ATM backbone turns SSM Health Businesses computer system into fully distributed network

Pittsburgh 27 July 1998 Large health care institutions increasingly rely on powerful and efficient computer networking to meet the ever more strong demands for high qualitative patient care, accessible to every citizen at an affordable cost. SSM Health Care (SSMHC), being one of the biggest Catholic health care providers in the United States, has turned to the Asynchronous Transfer Mode (ATM) technology, provided by FORE Systems, to replace the existing T-1 lines, which transmitted the administrative and medical data between six of its member hospitals in the St. Louis region, at a speed of 1.5 Mbps. SSM Health Businesses (SSMHB), an SSMHC division, is already making plans to extend the current services of the newly installed ATM network backbone, such as electronic file interchange (EFI), and both office and e-mail functions, to distance learning applications for remote training.

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Large health care institutions increasingly rely on powerful and efficient computer networking to meet the ever more strong demands for high qualitative patient care, accessible to every citizen at an affordable cost. SSM Health Care (SSMHC), being one of the biggest Catholic health care providers in the United States, has turned to the Asynchronous Transfer Mode (ATM) technology, provided by FORE Systems, to replace the existing T-1 lines, which transmitted the administrative and medical data between six of its member hospitals in the St. Louis region, at a speed of 1.5 Mbps. SSM Health Businesses (SSMHB), an SSMHC division, is already making plans to extend the current services of the newly installed ATM network backbone, such as electronic file interchange (EFI), and both office and e-mail functions, to distance learning applications for remote training.

The six hospitals involved in the high performance networking configuration will largely benefit from the consolidation of over 20 high end servers into a centralized data centre. In the year to come, SSM Cardinal Glennon Children's Hospital will be interconnected with its satellite facilities to share ultrasound and other innovative diagnostic imaging applications. The SSM St. Mary's Health Center St. Louis, the St. Joseph's Health Center, the St. Joseph's Hospital West, the St. Joseph's Hospital Kirkwood, and the DePaul Health Center will enjoy clinical support from the Quinton radiology system, allowing physicians to digitize and transfer cardiac catherization images. The 3M Health Data Management (HDM) will facilitate mutual patient record exchange.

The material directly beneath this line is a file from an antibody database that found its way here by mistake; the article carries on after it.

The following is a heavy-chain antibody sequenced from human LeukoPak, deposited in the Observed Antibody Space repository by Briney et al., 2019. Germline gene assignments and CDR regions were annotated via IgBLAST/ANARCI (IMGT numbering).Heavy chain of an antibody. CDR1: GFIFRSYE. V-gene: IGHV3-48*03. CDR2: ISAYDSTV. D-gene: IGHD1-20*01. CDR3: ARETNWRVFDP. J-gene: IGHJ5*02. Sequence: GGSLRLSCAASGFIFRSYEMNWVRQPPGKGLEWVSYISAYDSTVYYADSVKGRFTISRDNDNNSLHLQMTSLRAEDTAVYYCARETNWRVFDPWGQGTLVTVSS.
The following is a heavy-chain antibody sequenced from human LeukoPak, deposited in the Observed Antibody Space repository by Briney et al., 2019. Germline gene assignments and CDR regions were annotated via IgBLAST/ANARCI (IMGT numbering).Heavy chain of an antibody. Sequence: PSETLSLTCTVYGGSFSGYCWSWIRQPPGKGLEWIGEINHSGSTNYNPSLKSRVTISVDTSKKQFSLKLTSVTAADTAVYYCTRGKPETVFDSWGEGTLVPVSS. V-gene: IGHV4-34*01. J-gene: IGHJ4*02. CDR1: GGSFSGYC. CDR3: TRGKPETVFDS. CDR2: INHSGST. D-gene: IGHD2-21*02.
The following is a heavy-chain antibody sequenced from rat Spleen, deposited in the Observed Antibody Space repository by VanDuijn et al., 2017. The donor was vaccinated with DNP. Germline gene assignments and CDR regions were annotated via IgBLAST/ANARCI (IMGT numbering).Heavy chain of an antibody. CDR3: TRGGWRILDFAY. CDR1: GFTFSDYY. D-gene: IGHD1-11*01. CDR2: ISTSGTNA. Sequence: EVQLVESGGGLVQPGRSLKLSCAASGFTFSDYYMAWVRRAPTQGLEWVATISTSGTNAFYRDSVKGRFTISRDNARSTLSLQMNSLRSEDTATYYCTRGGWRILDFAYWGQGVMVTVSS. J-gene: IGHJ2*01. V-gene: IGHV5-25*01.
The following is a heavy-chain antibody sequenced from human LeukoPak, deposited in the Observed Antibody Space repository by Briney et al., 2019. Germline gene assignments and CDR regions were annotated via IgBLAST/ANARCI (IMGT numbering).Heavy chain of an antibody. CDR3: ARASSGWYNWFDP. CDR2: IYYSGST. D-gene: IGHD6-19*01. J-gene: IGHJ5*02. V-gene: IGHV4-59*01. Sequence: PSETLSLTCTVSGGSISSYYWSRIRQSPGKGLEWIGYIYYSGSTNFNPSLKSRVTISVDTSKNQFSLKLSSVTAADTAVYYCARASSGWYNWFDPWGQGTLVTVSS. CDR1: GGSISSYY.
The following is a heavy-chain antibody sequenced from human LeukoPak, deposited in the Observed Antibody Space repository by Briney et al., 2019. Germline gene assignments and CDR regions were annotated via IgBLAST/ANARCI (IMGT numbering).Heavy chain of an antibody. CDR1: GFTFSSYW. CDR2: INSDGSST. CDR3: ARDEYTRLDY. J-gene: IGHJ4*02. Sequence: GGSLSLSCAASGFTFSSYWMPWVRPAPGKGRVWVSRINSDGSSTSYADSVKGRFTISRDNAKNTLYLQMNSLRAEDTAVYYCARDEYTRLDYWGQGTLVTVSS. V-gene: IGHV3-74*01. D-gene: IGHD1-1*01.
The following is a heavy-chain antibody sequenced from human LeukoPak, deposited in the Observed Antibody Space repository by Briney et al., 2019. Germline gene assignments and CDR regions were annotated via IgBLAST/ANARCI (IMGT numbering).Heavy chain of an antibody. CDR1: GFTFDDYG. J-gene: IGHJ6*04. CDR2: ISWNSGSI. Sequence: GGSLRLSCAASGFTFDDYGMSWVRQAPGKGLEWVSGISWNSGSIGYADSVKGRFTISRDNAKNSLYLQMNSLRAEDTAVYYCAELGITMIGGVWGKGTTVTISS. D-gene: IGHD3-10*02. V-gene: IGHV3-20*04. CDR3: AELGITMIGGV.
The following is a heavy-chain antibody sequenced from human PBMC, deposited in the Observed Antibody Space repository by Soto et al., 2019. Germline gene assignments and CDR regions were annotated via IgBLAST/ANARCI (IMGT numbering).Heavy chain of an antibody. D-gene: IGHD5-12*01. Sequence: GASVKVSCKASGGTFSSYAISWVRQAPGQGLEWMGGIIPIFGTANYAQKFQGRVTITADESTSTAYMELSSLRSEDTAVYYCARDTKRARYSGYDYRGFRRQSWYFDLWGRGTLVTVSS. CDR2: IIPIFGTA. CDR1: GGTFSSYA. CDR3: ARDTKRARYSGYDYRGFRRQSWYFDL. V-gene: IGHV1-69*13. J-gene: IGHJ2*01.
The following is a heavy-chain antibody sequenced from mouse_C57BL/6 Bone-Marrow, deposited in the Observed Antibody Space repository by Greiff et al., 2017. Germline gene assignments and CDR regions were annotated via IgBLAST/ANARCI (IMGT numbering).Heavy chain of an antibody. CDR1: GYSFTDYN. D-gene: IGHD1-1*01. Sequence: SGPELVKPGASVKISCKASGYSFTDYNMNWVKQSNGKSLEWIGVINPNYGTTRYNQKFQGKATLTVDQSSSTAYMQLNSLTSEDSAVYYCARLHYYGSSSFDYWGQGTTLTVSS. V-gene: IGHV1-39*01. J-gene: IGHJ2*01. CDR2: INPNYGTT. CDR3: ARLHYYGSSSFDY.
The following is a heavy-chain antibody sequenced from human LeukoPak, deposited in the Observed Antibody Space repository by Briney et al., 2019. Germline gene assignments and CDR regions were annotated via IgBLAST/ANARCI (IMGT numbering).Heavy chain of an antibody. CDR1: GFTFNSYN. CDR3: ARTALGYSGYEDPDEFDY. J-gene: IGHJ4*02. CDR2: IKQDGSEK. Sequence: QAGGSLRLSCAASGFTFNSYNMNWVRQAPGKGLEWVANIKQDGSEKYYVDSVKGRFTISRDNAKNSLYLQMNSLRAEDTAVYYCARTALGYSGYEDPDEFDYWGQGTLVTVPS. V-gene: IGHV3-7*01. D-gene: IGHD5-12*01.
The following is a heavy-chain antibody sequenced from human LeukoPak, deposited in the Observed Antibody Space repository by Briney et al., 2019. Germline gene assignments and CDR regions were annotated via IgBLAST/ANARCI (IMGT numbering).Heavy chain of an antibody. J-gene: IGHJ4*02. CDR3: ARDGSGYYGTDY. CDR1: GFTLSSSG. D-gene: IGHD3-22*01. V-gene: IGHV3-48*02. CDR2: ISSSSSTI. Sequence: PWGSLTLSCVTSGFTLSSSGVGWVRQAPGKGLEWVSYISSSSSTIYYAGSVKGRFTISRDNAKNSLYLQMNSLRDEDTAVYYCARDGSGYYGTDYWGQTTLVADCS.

Other medical services include the Gelencare system, enabling Computed Tomography (CT-scans), a centralized tumour registration system, and a uniform physician credential system. The FORE network solution offers seamless transfer of voice, video, multimedia, and data traffic, interlinking the six care facilities through an ATM backbone, which runs over an OC-3 fibre optic cable, bridging distances of more than 45 kilometres and operating at a speed of 155 Mbps. Five of the hospitals as well as the SSM Information Centre are equipped with ForeRunner ASX-1000 ATM backbone switches, whereas the sixth hospital is supplied with a ForeRunner ASX-200BX ATM switch to guarantee an overall connectivity. The entire network displays a switching capacity of over 62 Gbps.

At each location, the PowerHub 7000 LAN switches link the hospital's internal Fibre Distributed Data Interface (FDDI) rings to the ATM backbone, which allows the 20 high end servers to interconnect and facilitates the routing to the system's Internet Protocol (IP) networks. The little patients at the Cardinal Glennon Children's Hospital will certainly rejoice at what will possibly become one of the most popular applications of the ATM network, namely the Starbright World, a magical, interactive and three-dimensional playground for sick children throughout the country. This project has been launched by the Starbright Foundation and is being sponsored by some leading corporations and American celebrities.

According to the SMMHB staff, the ATM network backbone is bound to save a lot of money because the servers are being centralized, while the required software licences can be reduced, and both the maintenance and network management personnel limited. At the same time, the service towards the patient and the health care personnel will be improved through the growing availability of telemedicine and distance education programmes. In several departments, physicians will much quicker obtain the necessary test data, in order to promptly intervene with an appropriate care treatment. As a result, SMMHB seems ready for efficient 21st century health care delivery. We refer to our VMW December 1997 issue to find out more about the Starbright World initiative.


Leslie Versweyveld

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